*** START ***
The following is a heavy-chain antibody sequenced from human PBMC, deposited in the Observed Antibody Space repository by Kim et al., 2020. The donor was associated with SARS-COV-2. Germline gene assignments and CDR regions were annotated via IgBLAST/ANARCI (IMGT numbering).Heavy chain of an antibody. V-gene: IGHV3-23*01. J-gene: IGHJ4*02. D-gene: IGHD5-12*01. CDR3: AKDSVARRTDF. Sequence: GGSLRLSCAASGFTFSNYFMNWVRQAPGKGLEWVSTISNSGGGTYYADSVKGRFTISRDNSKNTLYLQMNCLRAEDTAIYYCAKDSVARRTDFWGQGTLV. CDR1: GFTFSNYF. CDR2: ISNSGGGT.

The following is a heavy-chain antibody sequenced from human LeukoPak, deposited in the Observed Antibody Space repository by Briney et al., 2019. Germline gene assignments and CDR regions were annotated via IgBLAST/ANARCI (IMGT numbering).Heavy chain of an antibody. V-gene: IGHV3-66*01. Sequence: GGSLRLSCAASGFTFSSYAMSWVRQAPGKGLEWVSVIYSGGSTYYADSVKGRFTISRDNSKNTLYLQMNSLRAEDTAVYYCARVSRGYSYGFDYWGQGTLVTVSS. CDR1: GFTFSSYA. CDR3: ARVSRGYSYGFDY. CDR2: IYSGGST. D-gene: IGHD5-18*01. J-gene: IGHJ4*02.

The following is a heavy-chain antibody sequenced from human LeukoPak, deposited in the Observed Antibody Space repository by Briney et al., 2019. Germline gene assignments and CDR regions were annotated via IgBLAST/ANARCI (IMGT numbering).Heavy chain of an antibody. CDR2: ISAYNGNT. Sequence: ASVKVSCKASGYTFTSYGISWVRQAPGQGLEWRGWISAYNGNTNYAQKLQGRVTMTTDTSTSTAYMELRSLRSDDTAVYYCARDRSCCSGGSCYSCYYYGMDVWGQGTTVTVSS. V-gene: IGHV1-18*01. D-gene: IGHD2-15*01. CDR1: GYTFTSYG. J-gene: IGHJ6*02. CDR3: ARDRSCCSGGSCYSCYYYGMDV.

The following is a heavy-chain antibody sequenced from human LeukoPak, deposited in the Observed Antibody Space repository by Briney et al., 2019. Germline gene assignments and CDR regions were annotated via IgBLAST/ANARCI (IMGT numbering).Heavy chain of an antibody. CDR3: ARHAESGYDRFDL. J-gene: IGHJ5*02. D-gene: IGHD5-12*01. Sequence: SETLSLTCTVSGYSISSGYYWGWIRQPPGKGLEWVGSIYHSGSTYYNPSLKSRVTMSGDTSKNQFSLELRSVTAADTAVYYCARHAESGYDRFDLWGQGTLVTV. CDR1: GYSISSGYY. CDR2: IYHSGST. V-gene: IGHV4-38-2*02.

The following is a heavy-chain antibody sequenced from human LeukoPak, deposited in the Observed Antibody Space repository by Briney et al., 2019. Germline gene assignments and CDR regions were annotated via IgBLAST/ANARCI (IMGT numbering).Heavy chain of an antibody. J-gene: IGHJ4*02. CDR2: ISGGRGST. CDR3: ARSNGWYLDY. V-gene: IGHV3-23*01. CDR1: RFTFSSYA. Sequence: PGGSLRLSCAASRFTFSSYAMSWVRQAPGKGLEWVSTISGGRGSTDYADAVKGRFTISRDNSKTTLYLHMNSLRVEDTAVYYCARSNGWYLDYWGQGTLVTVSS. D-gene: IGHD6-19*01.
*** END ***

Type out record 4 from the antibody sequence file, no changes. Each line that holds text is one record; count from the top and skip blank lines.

The following is a heavy-chain antibody sequenced from human LeukoPak, deposited in the Observed Antibody Space repository by Briney et al., 2019. Germline gene assignments and CDR regions were annotated via IgBLAST/ANARCI (IMGT numbering).Heavy chain of an antibody. CDR3: ARHAESGYDRFDL. J-gene: IGHJ5*02. D-gene: IGHD5-12*01. Sequence: SETLSLTCTVSGYSISSGYYWGWIRQPPGKGLEWVGSIYHSGSTYYNPSLKSRVTMSGDTSKNQFSLELRSVTAADTAVYYCARHAESGYDRFDLWGQGTLVTV. CDR1: GYSISSGYY. CDR2: IYHSGST. V-gene: IGHV4-38-2*02.